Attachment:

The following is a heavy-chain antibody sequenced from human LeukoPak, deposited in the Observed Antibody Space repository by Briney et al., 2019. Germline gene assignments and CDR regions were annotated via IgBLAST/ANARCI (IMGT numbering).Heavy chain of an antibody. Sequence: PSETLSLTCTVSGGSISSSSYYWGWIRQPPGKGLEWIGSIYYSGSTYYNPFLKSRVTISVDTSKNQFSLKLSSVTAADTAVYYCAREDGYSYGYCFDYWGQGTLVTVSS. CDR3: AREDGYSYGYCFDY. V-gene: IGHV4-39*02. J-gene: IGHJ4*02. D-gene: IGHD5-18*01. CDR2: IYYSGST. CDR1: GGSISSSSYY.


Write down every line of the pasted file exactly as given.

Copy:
The following is a heavy-chain antibody sequenced from human LeukoPak, deposited in the Observed Antibody Space repository by Briney et al., 2019. Germline gene assignments and CDR regions were annotated via IgBLAST/ANARCI (IMGT numbering).Heavy chain of an antibody. Sequence: PSETLSLTCTVSGGSISSSSYYWGWIRQPPGKGLEWIGSIYYSGSTYYNPFLKSRVTISVDTSKNQFSLKLSSVTAADTAVYYCAREDGYSYGYCFDYWGQGTLVTVSS. CDR3: AREDGYSYGYCFDY. V-gene: IGHV4-39*02. J-gene: IGHJ4*02. D-gene: IGHD5-18*01. CDR2: IYYSGST. CDR1: GGSISSSSYY.